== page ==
Emotional & Functional UI Animations in React



Welcome everyone. So today I'm going to talk about emotional and functional UI animations in react. And my name is Elisabeth Oliveira. I'm from Portugal, Lisbon. I was born in Mozambique, half Portuguese, half Mozambican. And I'm a senior product designer. Currently I'm working for the Elastic UI team. It's a design system in use at Elastic. And today the agenda is I'm going to talk, first explain what is the UI animation, then why is UI animation important, how can we create animations in react. And in this part I'm going to show a few examples with code and then just final thoughts. Sorry. So what is the UI animation? It's basically the process of adding motion to UI elements. Also it helps reduce cognitive load and the cognitive load is the amount of effort that users experience when they want to do something. Also the UI animation adds personality and charm to an interface and also it helps overcome language and culture barriers and interaction design. And UI animations, they can be functional or emotional. Functional UI animations is basically the ones that can improve the UI by providing visual feedback. It improves usability, provides feedback on user actions or also can provide feedback when the states of application changes. And the emotional UI animations is basically they can delight the user. It's a way so you can connect your brand and the user, if it's done properly, the users can have more memorable experiences. But why is UI animation important? First they can provide a more natural user experience by simulating the experience of interacting with a physical object in the real life. Also it can reduce stress by providing real time updates and feedback. And also it can make your UI more fun and engaging. And how can we create animations in react? Yeah, you can use just pure css with a framework or just style.css, Sass, LESS. For my demos I'm going to use Emotion. And also you can, for more complex animations, you can use animation library. And for the demos that I'm going to show afterwards, I'm using Frame or Motion. So let's see the examples. This is like my blog website. And at the end of the talk, maybe in the afternoon, I can share this post. It's not yet published. But the idea is I'm going to show the animations here. So this first example is a functional animation. And it's a functional animation because it provides a user feedback. Let's imagine that I could have a button like this. No styles, anything. And on over, without any user feedback, it will be strange. You wouldn't know that you could click. Only the cursor is changing. And in this one, I have a better user feedback. So when I hover the button, it gets darker. And the button goes a little bit, it slides up. So this is a good example of a functional animation. And it's really easy to achieve that. I'm just using css. And basically on over, I have this transform translate y. That is basically saying that I want the button to go one pixel up. And then I have this transform with this duration of 250 milliseconds and a timing function of easy out and no delay. And now I can show a different example. In this one, there is a button that shows a line on click. And you can see, imagine this could be a nav bar. Without any animation, it will be weird. Because maybe you wouldn't see, like, when clicking or on over, speaking, nothing would happen. Actually, in my computer, this is pink. And there is a swing like purple, but it's pink. So when you click, this is the animation. We have this line that expand. And to do this, also I'm using... So I have this demo component where I'm passing the exact state for each item. And then I have this button line. And in the button line, I'm using an svg here. And this svg is basically the line. And then I have this css animation where I have this expand animation that happens in 0.3 seconds. And it has this timing function called ease in. So basically, the expand... I'm using these keyframes from Emotion. But you could do the same with normal css. And I'm basically animating from to. So the width of that svg. So it starts... When I don't click, it goes from... When I click, it goes from 0 and to 100%. So it's also very easy to achieve. And it's good user feedback. Just user notes. Right now, I'm on this page about... And then this is a more complex animation. So for this example that I call a bell ringing in a header, I'm using Framer Motion. And when I click, so the bell rings. And I'm using this button. But in a real world application, this state to animate it can come from, I don't know, api from your database. So basically, you receive a notification. And the animation should trigger. So I'm using Framer Motion. And this animation is a little bit more complex. So basically, with Framer Motion, you have these components, basically almost like styled components. So in this case, I'm wrapping the icon with the span. So what I do is motion.span. And then I have multiple variants. In this case, I have two animation variants. One called active and the other called inactive. So in my active state, I'm basically what I want to animate is to rotate, transform rotate. So in my inactive state, I just want to say that I want to rotate zero. And in my active state, I want to rotate all these array of different degrees, zero, 30 degrees, minus 10, 28. And I just give random numbers because in the real world, a bell, it rings randomly. So it's what I'm trying to mimic. So I have these two variants. And the active states, as you can see, I'm going to call that array of degrees. But in this case, if you notice, this animation is very frenetic. And we cannot forget that we have some users that can have some disorder and things like nausea and vertigo. It's called vestibular disorders. So in OS X and other operating systems, you can have this and that is part of the accessibility. You can click to reduce motion. So when you reduce motion, and if I click, nothing happens. Because right now, the user has that option enabled. But if I disable the option, it's animating again. So with Framer Motion, even with pure css, you have a media query called preferReduceMotion. And you should use it to check if the user has that option enabled or not. So if the user has the reduce motion enabled, you shouldn't animate. So I check what I do is I use this useReduceMotion hook that comes from Framer Motion. And if the user has the option enabled, no rotation happens. If it is disabled, it goes through that array. And this is very important to do. And then the next example, it's a functional but at the same time, emotional animation. And this one I got inspiration from Josh Kamau's website. I think when I first time I went to his website, and I saw his blog with this cute heart, I wanted to find out what he did to achieve that. So I tried to do something similar. So in this example, I have two components. The first one is basically where I have two states, the user likes. And the other is the total likes. So the total likes is this one. Currently it's 117. And the user likes 1, 2, 3, 4, 5. And when I reach 5, I don't allow users to click anymore. So I'm passing those two states to the, I'm calling this component love button. And I'm using Framer Motion. And there are multiple things happening here. The first one is onOver. It gets the eyes change and it gets bigger. So basically to do that, I'm using this react onMouseEnter and onMouseLeave. And I have this state isOver. And when the mouse entered, I set the isOver state to true. And then I can just with svg change the eyes. If isOver, I show one pet with some eyes. If it's not over, I show this arc eyes. And then there's another animation. So when you click, you can see these emojis here. So to do that, I have this array of emojis. And then I loop through that array of emojis. And then I check. So I just want to allow that five likes. So if the first like, when it's the first like and this is the first emoji in the array, it gets visible. And then it animates with one of the variants, the visible variant. That is basically showing that emoji going to the top. So this is the visible animation. So basically, I'm using, again, a translateY and some opacity. So in this case, it goes from 0 to 16 and then from 16 to 32 like this. And then I have some opacity. It goes from 0 to 0.8. And then it disappears, 0 again. And then there's another animation that is basically the button is getting filled out with this pink color. And to do that, basically, when I designed this, so I'm using a mask. And the mask has this heart shape. And in the mask, there is a square. And the square is pink. So right now, that square there is pink. It's on the bottom. And when I start clicking, that square is starting going up, up, up, up. So every time I click, I'm just basically translating that square. So the 0 position actually is 42 pixels. It's here. It's 0. It's here. So I want to make that square go to the 42 pixel. So when it's 0, right now, it's in 42. When I click again, it goes to 32, 24, 16, 8, and 0. So this was the example of an emotional UI animation. And then this is the last example that I'm going to show. And this is a search bar with a planet that animates. And I used this animation with one project that I did with Sara Vieira a few years ago. It's basically, is there a Hoover in? And the idea of the project was to check in any city of the world if you could have Uber. So because the website was so empty, we only have input there to search for the city. I had this idea, let's just put a planet representing the world and the planet could animate. So the idea is when you start writing, it animates a little bit. If you click, it spins. And also, you have the eyes and the mouth that animates with a set timeout. So to do this animation, once again, I'm using Framer Motion, also using Use Reduce Motion. So if I click again, the animation doesn't happen. It doesn't spin because I think it's too much. So in this case, I give this option for improve the accessibility for some users. So to do that, I have this component demo. And in that component, I have three states, isSearching, isSearchComplete. So basically, when isSearching, the idea is it goes from 0, 5, 0. It's also rotation. Minus 0. And when isSearchComplete, it just rotates completely. And when it's not searching, it just rotates 0. And I'm using the Use effect just to check the states that comes from the parent component. So if it's searching, I have this another state called PlanetAnimation. And so if it's searching, I set the variant to searching or isSearchComplete or isNotSearching. And then that's basically what happened. And then for the eyes and mouth, I don't need to use any variants. So basically, I'm just animating the scale Y. So basically, it goes from 1. This is example of the mouth. So the mouth is completely open. Then it closes to 0.1, and then 1 again. I'm saying that I want to repeat this animation multiple times, infinity times. The direction is 0.3. Let's imagine if it was 4. It will take some time. So let's put 0.3. And we lowered this component, the 3 seconds delay, and then every 5 seconds, the animation happens again. And so this is the example. And I have 1 minute. And this is the final thoughts of the animations that I showed. So you should use that functional animations like the one that I showed with the button, the bell ringing, and that knob bar as a way to provide user feedback. So when you have these type of animations, the idea is you don't need to do too much. Just use micro interactions, very simple ones, just to indicate on over a button that the button is clickable, or try to do something that represents the real world. So when you have a lot of elements in one page, don't try to do and have a lot of animations. Imagine if I had the planet, the heart, and a lot of things happening at the same time. It would be too much. But when your UI doesn't have too many elements, like in that case of the is there Ubering, you just have an input text or an input search. In that case, you can maybe have something happening, a frenetic animation that represents your brand, for example. And when you have those frenetic animations like the bell ringing or something that is too much, don't forget to check if the user has the reduce motion enabled. You can do that with a media query with pure css. Or if you use a library like Framer Motion, you have that hook. Don't forget about this. This is very important for accessibility. And that was the talk. Thank you, everyone. Thank you, Eva, ever so much. Would you like to join me for a short Q&A? Let's reset that table. Someone moved it. Excellent. Thank you, ever so much. I found that really interesting and insightful. Now, we have some questions on Slido. And for those of you who have joined this room since the little intro, in this track, we're going to be asking questions using the same Slido link as before. So that's sli.do in your browser. And you can use code 0212, that's the date, in order to get into the event. There are a couple of tracks. Make sure you choose the mnemonic track in order to ask questions in this track. And ideally, if you can pop the name of the speaker in with your question, that would be great. Those of you who submitted questions and didn't, I've done it for you. So don't worry. But on an ongoing basis, that would be very handy. So with that in mind, we actually have a few questions that were posed during your talk. So the first one is, do you have any thoughts on documenting animations in pattern libraries or design systems? Yes. I think this is something that we're trying to do now with Elastic UI. At Elastic UI, I'm saying, when I introduced, I said it's a design system. But actually, it's not a real design system right now. It's just a library. Because we're missing a few things. We're missing some design guidelines. We also don't have animations guidelines. And I think it's really important. Because when you don't create those guidelines, then your application will start having a lot of different ways of doing things. So imagine that maybe you implement one button, and it comes already. Because it's a design system. It already has animation. But then in an app, if they have to implement a custom button or a custom fly out or popover or something, they can use any type of animation. And then we'll start getting weird, I think, too many different things. Yeah, absolutely. Like any component in a design system. One question, which has actually been asked a couple of times in slightly different ways, is that preferred reduced motion is not prefers no motion. But how do we know when it's too much? That's it. That's something also. At Elastic UI, we have one rule that we do that for all the animations and all transitions. So basically, we have one function that we wrap. We're using also a motion. And we use that to wrap all the animations. And basically, the animation doesn't happen. Sometimes I think that probably these micro animations, like buttons, it doesn't make difference. I think maybe we don't need to do that. But some of these things we keep learning. And probably in the future, maybe we can do some user testing. We have someone specialized in accessibility that maybe we can talk and maybe can try to find out is the buttons really necessary to have this? Or just, I don't know, models, fly outs, maybe those big components that appear from slide in, slide out, these type of animations. Maybe only those components need. But actually, I think every design system have their own rules. If I was taking my own decisions, but it's a team decision, maybe I wouldn't wrap these micro interactions. Excellent. And I suppose with anything to do with accessibility, not just animations, user testing is really at the key of understanding best practice. Yes. Excellent. Is it a better idea to use libraries like Frame in Motion or just basic or vanilla css? My rule is I always try to use first css. Only when I'm struggling and I start seeing, like, this is getting complex, I have to inject this class and to do this and that. And I'm also a designer, so my javascript skills are not that good. And sometimes when I start to overcomplicate, just to use css, that's when I know it's better to use the library. Because they are already taking care of some coding parts and that's when I take that decision. Makes absolute sense. Are there any, this might be a little, like, deep in knowledge, but to your knowledge, are there any css properties that you find are better not to animate for either performance or accessibility reasons? We had a lot of issues actually with transform. Those type of transform wise and transform animation, sometimes the performance is not good. Especially when it's inside flex components and other components. We had some issues in some applications like Kibana. So maybe, I don't know, maybe I noticed that in Sharker UI, I was actually using Sharker UI for the demos. They only have, like, these over animations with changing the background color. They don't do this button going up and using this transform. So once again, I think when we're implementing and if you start having a lot of issues with those transform animations and transitions, maybe you should consider removing. And also, what are you supporting? We're not currently supporting anymore IE11. We always do some tests and we don't have any problem with the type of animations we're using. So I think once again, it's testing and see what works the best. Cool. I think you answered this during your talk, but just for clarity, how can our lovely audience today access the article with all the information that you used in your demo? So you can go to my website that has this name, MilkyMew. And the name MilkyMew, it's because I had this cat. The Elizabeth Olivet, my real name, was already taken. So I'm going to buy this domain called MilkyMew. And it stays until today. I think at the time I had, I don't know, 18 years old when I did that. Yeah, but you can go there. I'm going to publish maybe at 5 p.m., I think. Yeah. I did wonder where your username came from. I really like that story. We probably have time for just one or two more. Should we refrain from having animations for negative emotions or how would you suggest handling this? Yes. Actually, I have this project, react Hawaii, where I have components that are like illustrations and they have different moods. So when it's like an error state, you can change the mood of the planet or the ice cream that is the illustration to a sad face. So I think, yes, when you have a 404 error page or instead of just showing 404 page not found, maybe you can page not found and have like an illustration that is crying. It's negative, but at the same time, it can be cute and maybe... Or whimsical. Yeah. Yeah. Okay. So I think we're just about at time and I feel like the questions that are still being posed are similar to questions we've already covered. So I'm going to take this opportunity to, on behalf of our whole audience, organizers and myself, say a huge, huge thank you for delivering such an excellent talk. Let's give a massive round of applause. Thank you. Thank you.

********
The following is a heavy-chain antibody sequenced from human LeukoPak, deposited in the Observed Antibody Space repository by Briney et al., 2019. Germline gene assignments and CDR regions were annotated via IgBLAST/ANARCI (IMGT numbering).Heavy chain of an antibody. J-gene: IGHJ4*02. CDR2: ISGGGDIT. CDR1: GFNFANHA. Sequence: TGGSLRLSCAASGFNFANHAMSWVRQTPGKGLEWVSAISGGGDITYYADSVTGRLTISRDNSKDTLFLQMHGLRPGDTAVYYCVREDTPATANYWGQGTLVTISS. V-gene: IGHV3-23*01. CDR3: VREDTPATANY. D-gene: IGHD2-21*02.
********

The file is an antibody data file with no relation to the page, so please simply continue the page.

28 min
02 Dec, 2022

Check out more articles and videos

We constantly think of articles and videos that might spark Git people interest / skill us up or help building a stellar career

Workshops on related topic